Done right, bringing new technology into your franchise can revolutionise it

Adopting cutting-edge technology can give your franchise an advantage against the competition

Done right

With its many operations manuals and the emphasis on tried and tested models and systems, you could be forgiven for thinking that franchising is pretty inflexible. But from McDonald’s revolutionising mass-production of burgers to Domino’s trialling drone deliveries, there have been countless examples over the years of franchises leading market change.

Innovation can be triggered by a number of reasons: from legislation or regulatory changes to the direction of the industry. Although the most common reason for franchisors to sit up and listen is when franchisees themselves spot the need to adopt new technologies to serve more customers.

The most important role franchisors can play in introducing new technology is fostering a culture allowing franchisees to have ideas. Franchisees ask themselves each day how they can improve their business. The advantage of franchising is that there are more people thinking about these things. If two heads are better than one then imagine how amazing the combined creativity of an entire network can be. If you are speaking to a franchisor about being a franchisee you should check that this is the business’s ethos.

Equally important to understanding if the culture allows for ideas, is that the franchisor has a mechanism for harnessing the great ones. Whether the change was necessitated, comes from the central team or from a franchisee, the way in which it’s adopted into the system should always be the same. In order for it to be successful, the process of testing a new technology should be a collaboration between franchisor and franchisee.

For example, before our online learning platform Bramble was adopted by the worldwide Tutor Doctor family, it had been thoroughly tested. Our process meant we engaged with an individual franchisee in the UK first before a group of franchisees beta tested the technology. The input from many sources, from system designer to franchisees and customers, means that the finished item has many features that no other learning platform has.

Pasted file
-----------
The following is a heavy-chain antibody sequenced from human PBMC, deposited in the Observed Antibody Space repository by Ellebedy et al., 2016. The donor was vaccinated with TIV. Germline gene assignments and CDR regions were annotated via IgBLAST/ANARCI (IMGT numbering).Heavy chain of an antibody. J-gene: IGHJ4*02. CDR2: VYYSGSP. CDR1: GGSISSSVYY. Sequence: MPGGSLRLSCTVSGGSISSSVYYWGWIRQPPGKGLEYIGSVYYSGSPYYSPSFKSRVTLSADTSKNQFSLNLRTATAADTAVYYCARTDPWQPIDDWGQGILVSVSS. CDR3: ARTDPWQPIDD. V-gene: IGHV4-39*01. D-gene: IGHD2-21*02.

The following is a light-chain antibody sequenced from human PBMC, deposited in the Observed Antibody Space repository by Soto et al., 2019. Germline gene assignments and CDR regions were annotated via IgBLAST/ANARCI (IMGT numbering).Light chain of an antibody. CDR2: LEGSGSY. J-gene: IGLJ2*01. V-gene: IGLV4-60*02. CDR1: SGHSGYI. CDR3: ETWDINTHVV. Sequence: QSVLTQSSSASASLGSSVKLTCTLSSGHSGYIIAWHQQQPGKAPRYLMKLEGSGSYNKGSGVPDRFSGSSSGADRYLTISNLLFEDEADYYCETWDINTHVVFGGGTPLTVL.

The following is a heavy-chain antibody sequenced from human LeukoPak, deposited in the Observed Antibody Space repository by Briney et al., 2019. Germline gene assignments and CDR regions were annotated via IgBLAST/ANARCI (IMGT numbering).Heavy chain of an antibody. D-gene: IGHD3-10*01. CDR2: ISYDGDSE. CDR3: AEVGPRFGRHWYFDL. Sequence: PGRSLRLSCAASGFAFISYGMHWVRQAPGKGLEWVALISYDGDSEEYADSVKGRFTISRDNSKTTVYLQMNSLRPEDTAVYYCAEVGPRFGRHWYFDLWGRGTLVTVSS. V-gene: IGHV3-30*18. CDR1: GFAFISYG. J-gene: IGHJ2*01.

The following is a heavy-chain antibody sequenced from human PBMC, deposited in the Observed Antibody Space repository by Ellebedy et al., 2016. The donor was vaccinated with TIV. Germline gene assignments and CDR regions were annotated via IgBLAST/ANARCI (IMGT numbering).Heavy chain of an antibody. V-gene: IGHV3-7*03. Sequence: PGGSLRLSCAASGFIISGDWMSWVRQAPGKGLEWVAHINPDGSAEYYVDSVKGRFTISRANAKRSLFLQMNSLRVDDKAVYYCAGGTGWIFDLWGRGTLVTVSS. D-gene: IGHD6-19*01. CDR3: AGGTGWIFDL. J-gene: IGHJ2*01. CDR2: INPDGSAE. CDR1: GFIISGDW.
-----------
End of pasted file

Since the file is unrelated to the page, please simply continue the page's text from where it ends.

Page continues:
While franchising by definition is the replication of a proven model, new technologies are untested and unproven in the wider market. That’s where franchised businesses have a distinct advantage because the structure enables you to pilot new technologies locally under the close scrutiny of a franchisee before being rolled out nationally in a way that doesn’t exist in any other business format.

You should also remember that in joining a franchise you are joining a team. The use and implementation of new technologies by franchised businesses can only be seen as a positive, provided that such innovation is beneficial to the entire network.

It’s true that Domino’s didn’t invent the drones that will soon be delivering food up and down the country and Tutor Doctor didn’t invent the concept of online learning from scratch, but the result of both is revolutionary for our industries. By seeing the technology, recognising its value and investing time, money and resource into adapting it to perfectly fit our business models, franchisors like ourselves have been able to enhance our businesses and improve our customers’ experience.

When we think about new technologies we shouldn’t be focussing on the ones we know about. The new technologies of tomorrow are probably an idea in a franchisee’s head right now or a technology from elsewhere which hasn’t been adapted to an existing industry yet. The technologies that are being worked on behind closed doors are the ones that are going to bring the next wave of revolution. And it’s up to you if you’re going to lead the movement.

Frank Milner
Frank Milner